Few authors are as prolific as Joseph Heywood, who will soon have 20 books on the shelf with his name on the spine. The tenth volume of his popular "Woods Cop" mystery series is coming soon, but his newest work, a collection of short stories called Harder Ground, was published by Lyons Press in March 2015.
Heywood takes the writer’s mantra of “write what you know” to heart. He's a Portage, Michigan, resident, but six months of each year he heads north to spend time in Michigan’s Upper Peninsula riding along with conservation officers, seeking adventure. His "Woods Cop" series is based on these experiences. The main character of the series is a male officer named Grady Service, but his new story has only female protagonists, all game wardens, in each story. Poachers, drug smugglers, and violent criminals inhabit most of these mini-adventures; others showcase Heywood’s tongue-in- cheek sense of humor; and still others, a heart-tugging look at the truth behind what some call "monsters."
“It takes a special woman, a special person, to be a cop, but even more so for a woman,” says Heywood. “I’m very impressed by what I see in the DNR corps. They’re really good at their jobs, and they are passionate about it as a way of life, not just a way to get a paycheck.”
The Michigan Department of Natural Resources opened wide its doors to the author after his first novel in the "Woods Cop" series called Ice Hunter. He was called in to DNR headquarters in Lansing to discuss that book. Heywood says the conversation with the department's top law enforcement officer began with a moment of trepidation. Heywood thought he must be in hot water, and he was, but not for the reasons feared. The chief told him his officers never slammed doors, unlike in the book, and never kept whiskey under the seat of their vehicles. The chief said they only drank from square bottles so they wouldn't roll around on the floor. With those minor corrections and a friendly handshake, he won permission to keep close company with wilderness law enforcement officers in Michigan.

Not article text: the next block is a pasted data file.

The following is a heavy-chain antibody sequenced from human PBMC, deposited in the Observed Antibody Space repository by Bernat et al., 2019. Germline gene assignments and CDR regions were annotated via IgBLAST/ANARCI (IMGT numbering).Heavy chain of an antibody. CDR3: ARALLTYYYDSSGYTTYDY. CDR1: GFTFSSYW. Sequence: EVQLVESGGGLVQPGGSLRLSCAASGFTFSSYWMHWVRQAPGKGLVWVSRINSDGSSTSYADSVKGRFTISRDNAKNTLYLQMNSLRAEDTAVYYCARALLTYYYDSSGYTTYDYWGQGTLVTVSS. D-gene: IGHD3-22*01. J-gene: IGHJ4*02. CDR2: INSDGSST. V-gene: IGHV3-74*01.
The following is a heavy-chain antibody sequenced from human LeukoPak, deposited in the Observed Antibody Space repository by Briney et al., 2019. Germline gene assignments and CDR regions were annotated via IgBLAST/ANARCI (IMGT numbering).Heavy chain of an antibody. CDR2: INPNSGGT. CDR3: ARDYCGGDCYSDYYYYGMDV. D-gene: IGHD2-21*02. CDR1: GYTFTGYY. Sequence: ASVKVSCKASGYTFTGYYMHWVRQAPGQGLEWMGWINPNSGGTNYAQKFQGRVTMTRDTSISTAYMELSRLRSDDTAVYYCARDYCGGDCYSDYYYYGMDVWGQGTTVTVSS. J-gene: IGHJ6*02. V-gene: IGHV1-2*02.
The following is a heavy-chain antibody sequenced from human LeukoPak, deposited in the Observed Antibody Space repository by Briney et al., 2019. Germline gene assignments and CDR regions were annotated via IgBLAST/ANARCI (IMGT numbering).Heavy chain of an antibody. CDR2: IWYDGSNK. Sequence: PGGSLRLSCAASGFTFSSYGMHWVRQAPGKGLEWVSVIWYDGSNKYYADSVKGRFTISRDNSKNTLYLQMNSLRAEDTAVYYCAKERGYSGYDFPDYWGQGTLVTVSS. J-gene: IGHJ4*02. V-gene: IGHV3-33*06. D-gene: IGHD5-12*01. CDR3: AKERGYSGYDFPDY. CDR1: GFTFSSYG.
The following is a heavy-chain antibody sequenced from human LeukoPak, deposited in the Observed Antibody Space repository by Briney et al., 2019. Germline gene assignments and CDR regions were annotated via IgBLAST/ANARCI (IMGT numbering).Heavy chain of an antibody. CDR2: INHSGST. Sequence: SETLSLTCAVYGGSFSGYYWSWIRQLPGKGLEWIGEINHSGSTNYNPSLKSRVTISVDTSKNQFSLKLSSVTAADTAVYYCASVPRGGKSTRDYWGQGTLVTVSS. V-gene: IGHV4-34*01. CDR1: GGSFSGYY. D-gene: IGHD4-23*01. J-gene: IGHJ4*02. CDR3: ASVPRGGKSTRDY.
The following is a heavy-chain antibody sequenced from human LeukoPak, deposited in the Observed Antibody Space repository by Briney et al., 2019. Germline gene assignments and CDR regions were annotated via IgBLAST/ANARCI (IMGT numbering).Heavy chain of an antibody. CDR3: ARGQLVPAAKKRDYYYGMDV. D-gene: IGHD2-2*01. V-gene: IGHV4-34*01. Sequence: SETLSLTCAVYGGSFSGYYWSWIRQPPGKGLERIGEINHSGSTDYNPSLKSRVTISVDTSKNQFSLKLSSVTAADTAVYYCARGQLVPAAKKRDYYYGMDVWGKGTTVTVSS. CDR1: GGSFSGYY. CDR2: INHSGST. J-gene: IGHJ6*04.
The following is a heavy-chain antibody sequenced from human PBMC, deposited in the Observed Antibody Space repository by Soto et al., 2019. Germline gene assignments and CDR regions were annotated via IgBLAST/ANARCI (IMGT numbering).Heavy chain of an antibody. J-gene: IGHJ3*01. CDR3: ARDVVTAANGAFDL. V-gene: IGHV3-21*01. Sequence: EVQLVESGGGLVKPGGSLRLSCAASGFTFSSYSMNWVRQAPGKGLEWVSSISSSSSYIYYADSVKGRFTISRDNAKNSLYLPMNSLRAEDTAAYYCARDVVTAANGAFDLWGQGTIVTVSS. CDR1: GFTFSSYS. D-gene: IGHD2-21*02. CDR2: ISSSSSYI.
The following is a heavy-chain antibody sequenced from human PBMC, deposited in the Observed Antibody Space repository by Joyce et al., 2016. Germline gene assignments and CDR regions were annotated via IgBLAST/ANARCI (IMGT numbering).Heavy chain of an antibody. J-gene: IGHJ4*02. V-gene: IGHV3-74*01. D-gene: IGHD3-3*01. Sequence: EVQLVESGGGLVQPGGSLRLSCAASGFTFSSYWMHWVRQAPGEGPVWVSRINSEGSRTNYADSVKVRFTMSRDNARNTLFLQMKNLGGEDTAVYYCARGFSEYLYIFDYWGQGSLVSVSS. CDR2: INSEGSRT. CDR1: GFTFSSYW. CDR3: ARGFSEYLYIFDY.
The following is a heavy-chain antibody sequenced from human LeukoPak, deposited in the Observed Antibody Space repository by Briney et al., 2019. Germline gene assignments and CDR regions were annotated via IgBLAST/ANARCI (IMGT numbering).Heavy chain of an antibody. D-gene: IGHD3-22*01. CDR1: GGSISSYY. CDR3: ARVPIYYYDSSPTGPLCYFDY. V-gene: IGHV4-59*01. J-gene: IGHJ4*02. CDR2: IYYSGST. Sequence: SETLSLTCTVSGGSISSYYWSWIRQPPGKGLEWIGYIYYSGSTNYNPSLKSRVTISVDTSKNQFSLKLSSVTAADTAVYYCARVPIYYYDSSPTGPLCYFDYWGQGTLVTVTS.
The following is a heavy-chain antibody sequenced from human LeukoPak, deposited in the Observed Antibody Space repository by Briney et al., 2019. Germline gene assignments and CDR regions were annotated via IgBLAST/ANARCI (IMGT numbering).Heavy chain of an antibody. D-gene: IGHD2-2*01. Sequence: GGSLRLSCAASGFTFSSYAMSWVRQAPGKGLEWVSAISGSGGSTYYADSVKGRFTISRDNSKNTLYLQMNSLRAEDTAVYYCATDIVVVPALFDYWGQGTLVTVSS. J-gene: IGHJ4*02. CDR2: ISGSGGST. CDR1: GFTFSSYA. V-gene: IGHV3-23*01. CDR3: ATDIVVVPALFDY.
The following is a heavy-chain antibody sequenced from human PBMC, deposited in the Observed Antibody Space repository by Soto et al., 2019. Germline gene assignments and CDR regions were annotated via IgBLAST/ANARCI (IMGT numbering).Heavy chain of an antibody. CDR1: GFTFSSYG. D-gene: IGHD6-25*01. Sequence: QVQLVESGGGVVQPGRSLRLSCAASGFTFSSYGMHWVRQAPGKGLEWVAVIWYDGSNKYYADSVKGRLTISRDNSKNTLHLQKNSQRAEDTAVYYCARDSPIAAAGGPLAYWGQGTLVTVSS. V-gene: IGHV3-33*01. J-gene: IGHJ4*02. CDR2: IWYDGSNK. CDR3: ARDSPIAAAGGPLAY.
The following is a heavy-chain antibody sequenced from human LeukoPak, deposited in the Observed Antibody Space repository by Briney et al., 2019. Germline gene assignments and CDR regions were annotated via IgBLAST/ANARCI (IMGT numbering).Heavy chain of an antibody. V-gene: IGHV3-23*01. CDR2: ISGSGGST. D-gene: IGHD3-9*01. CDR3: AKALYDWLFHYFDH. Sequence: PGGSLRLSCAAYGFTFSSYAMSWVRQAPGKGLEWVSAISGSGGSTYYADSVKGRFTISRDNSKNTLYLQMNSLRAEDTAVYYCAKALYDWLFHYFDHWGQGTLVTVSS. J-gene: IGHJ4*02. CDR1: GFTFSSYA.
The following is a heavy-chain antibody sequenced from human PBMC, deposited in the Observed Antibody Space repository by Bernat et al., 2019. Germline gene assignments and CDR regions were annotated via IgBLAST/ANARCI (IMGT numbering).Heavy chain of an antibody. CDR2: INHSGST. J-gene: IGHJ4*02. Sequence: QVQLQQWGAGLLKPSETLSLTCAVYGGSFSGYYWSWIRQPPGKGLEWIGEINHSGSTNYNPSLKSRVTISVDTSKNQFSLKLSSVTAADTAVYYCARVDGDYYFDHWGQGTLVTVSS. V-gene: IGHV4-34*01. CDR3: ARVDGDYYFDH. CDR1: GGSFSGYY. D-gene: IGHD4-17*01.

Dedicating Harder Ground to just female game wardens, Heywood says, was his nod of appreciation and respect to the challenges women in uniform face and overcome so well.
“They’re having a really difficult time finding qualified candidates,” he says. “Females as well as males. The age group that they’re going at now is of a generation that’s not as actively involved in life and have a really hard time with the physical and the emotional demands of the work.”
Heywood says from the class of 44 that began the DNR conservation officer academy in January 2015, seven have already fallen from the ranks during training.
“We’ll end up with about a 15 to 20 percent loss,” he says. “We started with four females and two of those are gone, with two left. It’s very difficult to find women who want to do this kind of work and then who can get through the academy, which is 22 weeks of difficult training.”
Heywood also writes the "Luke Bapcat" mystery series, based on the history of conservation officers in the Upper Peninsula. He's also written other novels, some of which are being re-released in the coming year.
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